Book Review: Postcolonializing God: New Perspectives in Pastoral and Practical Theology

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Book Review

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In Postcolonializing God: An African Practical Theology, Emmaneul Y. Lartey declares that “African practical theology must pursue and engage in the activities of postcolonializing God as a counter-hegemonic practice” (129). Lartey in this volume performs theological examinations of African postcolonializing activities in cooperation with the Divine especially as found in African indigenous religious, spiritual, and cultural heritages. For him, African agents’ postcolonializing praxis, whether they are indigenous Africans or diasporan Africans, is innovative practical theological work that subverts hierarchical European Christianity’s misinterpretation and mischaracterization of African life, religions, and thoughts. This postcolonializing task, the author hopes, will eventually contribute to (African) human liberation specifically through pastoral theological work, community-building, and culture-transforming work. Throughout the book, he tries to unveil postcolonial discourses and performances in African faith communities in the effort of constructing unique African practical theology. His work is truly an interdisciplinary dialogue between biblical studies, postcolonial theory, pastoral theology, and Black theology, just to name a few.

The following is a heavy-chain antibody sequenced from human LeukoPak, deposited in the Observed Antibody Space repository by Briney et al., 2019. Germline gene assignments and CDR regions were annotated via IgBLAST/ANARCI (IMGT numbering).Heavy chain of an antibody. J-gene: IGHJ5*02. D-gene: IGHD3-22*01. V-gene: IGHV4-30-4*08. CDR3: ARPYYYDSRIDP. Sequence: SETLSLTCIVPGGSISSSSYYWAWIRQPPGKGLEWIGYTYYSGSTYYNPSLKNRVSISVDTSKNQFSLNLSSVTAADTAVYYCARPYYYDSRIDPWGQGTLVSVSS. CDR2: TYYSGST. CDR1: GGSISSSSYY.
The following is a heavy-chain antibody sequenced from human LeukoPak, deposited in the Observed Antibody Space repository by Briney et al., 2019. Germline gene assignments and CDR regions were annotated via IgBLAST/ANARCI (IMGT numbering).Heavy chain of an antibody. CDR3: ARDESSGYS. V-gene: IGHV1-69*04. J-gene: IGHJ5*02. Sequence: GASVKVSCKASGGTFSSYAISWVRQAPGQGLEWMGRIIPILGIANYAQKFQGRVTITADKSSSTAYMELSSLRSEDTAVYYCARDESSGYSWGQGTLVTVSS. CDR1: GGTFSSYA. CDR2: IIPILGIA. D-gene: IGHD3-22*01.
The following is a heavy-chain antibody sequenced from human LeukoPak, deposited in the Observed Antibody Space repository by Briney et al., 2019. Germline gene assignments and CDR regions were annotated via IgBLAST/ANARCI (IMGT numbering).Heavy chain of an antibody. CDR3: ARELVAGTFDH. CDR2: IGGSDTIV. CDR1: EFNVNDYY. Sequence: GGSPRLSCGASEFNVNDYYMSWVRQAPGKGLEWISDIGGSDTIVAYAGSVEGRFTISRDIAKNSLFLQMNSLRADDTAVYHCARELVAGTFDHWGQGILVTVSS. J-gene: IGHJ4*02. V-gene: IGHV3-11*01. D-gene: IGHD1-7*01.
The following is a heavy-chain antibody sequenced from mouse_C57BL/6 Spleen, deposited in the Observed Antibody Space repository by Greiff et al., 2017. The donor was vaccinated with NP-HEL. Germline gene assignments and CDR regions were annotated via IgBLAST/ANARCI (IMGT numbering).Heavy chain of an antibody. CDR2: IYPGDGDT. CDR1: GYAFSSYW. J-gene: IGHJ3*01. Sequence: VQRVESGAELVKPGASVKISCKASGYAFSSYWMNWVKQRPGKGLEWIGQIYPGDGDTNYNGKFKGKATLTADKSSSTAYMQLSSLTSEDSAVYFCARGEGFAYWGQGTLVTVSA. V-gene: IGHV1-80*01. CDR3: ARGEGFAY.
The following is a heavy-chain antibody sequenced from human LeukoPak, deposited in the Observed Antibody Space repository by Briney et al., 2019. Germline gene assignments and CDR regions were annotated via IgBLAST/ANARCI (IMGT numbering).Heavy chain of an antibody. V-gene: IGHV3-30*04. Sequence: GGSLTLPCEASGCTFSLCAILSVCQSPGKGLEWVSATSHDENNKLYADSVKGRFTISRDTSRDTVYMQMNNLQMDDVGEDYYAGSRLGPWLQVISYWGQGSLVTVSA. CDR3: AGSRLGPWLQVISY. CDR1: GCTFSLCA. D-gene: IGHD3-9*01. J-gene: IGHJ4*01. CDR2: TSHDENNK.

Originally published in Homiletic, Winter 2014.

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